Several days ago we detected the start of a DNS amplification attack. This attack was nothing special until the morning of June 3rd when it changed in a manner causing an outage for DNSimple name servers.
In this type of attack we are one player in a larger game. The attacker wants to use our servers to bring down yet another network. Unfortunately this style of attack is becoming more common. To entirely remove the possibility of this attack is probably a larger discussion for the internet industry as a whole. We'll stay focused on how it affected DNSimple customers.
Because this is a common attack we attempt to absorb it and avoid participating in the larger attack. We employ phreld to filter IP traffic from sources behaving well outside "normal" DNS traffic.
At about 5:45am Pacific time (1345 UTC) on 3 June 2013 we started receiving alerts indicating resolution was failing on multiple name servers. In the next five minutes all name servers were no longer responding. We woke the entire team and began working on our response.
By 6:45am Pacific time (1445 UTC) we had narrowed the trouble down to our ALIAS resolution software and pulled that capability from production. The DNSimple application was available to customers at this point and anyone not relying on ALIAS or URL redirection should have experienced some improvement.
We discovered our software responsible for ALIAS resolution bogs down when sent a specially crafted ANY DNS request. We don't know if the bad guys happened on this vulnerability accidentally or purposefully.
Boundary is our go-to service when we want a picture of network behavior. We identified two distinct patterns of attack. The first style (which continues at this time) is a common amplification attack peaking near 60 Kpps (thousand packets per second). Since a single UDP DNS packet is a complete request (for an ANY type from a spoofed IP address) each response may potentially be many orders of magnitude larger hence the "amplification".
phreld takes a few seconds to ban a bad IP address we still have to field many thousands of requests. Normally this isn't a problem, but with a specially crafted packet our software responds too slowly and queues requests until we stopped responding to all traffic.
Why did it happen?
Our current DNS server implementation allows ANY queries on UDP to pass through and attempts to respond to them, albeit with the TC (truncation) bit set. In addition, the overhead created by our ALIAS resolution system was also a factor, especially with ALIAS records pointing to other records within DNSimple.
The situation was further exacerbated by the fact that NS3 was offline due to phreld not functioning correctly. Since keeping NS3 online in this condition would have aided the attackers, we felt it was better to take it offline completely. Unfortunately this also reduced our capacity at the same time.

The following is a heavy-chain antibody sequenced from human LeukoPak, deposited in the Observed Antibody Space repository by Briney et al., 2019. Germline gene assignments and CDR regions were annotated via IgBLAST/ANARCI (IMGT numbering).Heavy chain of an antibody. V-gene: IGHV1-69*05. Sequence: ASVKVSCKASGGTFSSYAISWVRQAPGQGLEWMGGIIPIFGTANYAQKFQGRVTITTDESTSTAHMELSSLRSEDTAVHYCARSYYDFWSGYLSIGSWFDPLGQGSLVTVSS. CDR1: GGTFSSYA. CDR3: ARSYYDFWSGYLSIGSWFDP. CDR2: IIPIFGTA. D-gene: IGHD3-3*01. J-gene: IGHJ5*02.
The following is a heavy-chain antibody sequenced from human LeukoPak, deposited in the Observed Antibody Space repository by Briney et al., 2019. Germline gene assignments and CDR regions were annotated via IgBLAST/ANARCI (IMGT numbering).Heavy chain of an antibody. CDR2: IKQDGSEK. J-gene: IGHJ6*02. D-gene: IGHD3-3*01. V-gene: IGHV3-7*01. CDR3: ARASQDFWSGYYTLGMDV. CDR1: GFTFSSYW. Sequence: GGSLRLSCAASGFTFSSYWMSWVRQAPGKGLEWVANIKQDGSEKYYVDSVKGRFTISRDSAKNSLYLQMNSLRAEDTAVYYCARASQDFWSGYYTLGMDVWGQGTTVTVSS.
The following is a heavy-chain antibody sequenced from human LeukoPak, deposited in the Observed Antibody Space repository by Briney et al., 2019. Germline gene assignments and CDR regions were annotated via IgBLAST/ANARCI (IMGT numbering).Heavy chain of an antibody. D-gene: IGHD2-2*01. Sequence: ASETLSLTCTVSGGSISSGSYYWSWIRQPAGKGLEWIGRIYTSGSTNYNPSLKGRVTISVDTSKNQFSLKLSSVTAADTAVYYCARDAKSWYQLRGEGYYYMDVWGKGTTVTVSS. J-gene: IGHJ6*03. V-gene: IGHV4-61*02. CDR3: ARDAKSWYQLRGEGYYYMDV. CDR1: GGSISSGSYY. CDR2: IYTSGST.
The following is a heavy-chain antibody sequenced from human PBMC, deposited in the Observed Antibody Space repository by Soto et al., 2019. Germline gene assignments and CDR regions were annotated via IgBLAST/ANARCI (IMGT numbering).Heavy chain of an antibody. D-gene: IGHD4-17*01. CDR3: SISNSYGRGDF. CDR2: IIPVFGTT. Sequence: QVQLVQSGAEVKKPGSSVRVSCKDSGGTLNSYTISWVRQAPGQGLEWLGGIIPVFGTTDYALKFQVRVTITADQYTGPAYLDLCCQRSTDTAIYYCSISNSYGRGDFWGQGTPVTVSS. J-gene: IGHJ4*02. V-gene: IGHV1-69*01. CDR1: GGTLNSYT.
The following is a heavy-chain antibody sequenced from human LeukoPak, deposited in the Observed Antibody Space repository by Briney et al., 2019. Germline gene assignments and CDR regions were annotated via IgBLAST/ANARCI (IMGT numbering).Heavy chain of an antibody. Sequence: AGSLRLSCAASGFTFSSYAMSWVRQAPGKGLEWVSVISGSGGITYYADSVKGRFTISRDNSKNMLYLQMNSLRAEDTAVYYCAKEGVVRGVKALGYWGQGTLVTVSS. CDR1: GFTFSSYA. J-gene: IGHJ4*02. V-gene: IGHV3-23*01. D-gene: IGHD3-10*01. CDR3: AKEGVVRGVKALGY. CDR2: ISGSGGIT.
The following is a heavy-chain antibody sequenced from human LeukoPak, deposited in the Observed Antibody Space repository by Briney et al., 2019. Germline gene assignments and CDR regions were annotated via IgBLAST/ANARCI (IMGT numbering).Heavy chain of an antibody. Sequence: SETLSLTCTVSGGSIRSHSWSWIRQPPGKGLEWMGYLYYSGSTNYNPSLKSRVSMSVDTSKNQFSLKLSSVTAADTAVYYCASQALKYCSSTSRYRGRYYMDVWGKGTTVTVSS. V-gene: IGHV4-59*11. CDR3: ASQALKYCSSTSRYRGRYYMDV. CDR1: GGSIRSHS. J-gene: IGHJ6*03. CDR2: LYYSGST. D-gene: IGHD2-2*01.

How did we respond and recover?
First we attempted to identify the attack patterns. When the attack caused a failure of all name servers due to ALIAS resolution we disabled that feature (along with URL forwarding and POOL records) to enable the system to recover. We also attempted to introduce a software change to minimize the size of the response sent for ALIAS queries, however this affected our ability to deliver MX records in conjunction with ALIAS responses and thus we rolled that change back.
During the peak of the attack we manually banned several IP blocks when we detected that the attacker was targeting multiple addresses from within that block.
Once the attack was sufficiently mitigated we began looking for possible changes to our software that would help us deal with this type of an attack better in the future. We explained the attack in the PowerDNS IRC room and received several helpful responses. There is a feature in PowerDNS 3.3 which causes all ANY UDP queries to result in an empty response with the TC bit set. This feature is specifically designed to deal with attacks like this and as such we began looking into what it would take to deploy it. We deployed PowerDNS 3.3 to NS3 and enabled the feature for sending the response described above and it worked as advertised. Huge thanks to the PowerDNS crew and developers on the IRC channel who helped out, especially Peter van Dijk (@habbie) who tipped us off to the availability of this feature in the newest version of PowerDNS.
We also reduced the time before
phreld will ban IP addresses from 10 seconds to 2 seconds, which helped reduce the number of packets that get through to our daemons as well.
How might we prevent similar issues from occurring again?
First we will deploy versions of our DNS server that support the ANY response with the truncate bit as described above. In addition we are beginning to move customers to our Anycast network which will increase our capacity by an order of magnitude over our current capacity. Finally, we will be reviewing the ALIAS records currently in our system to identify records which pose a potential risk due to resolution back into our own servers.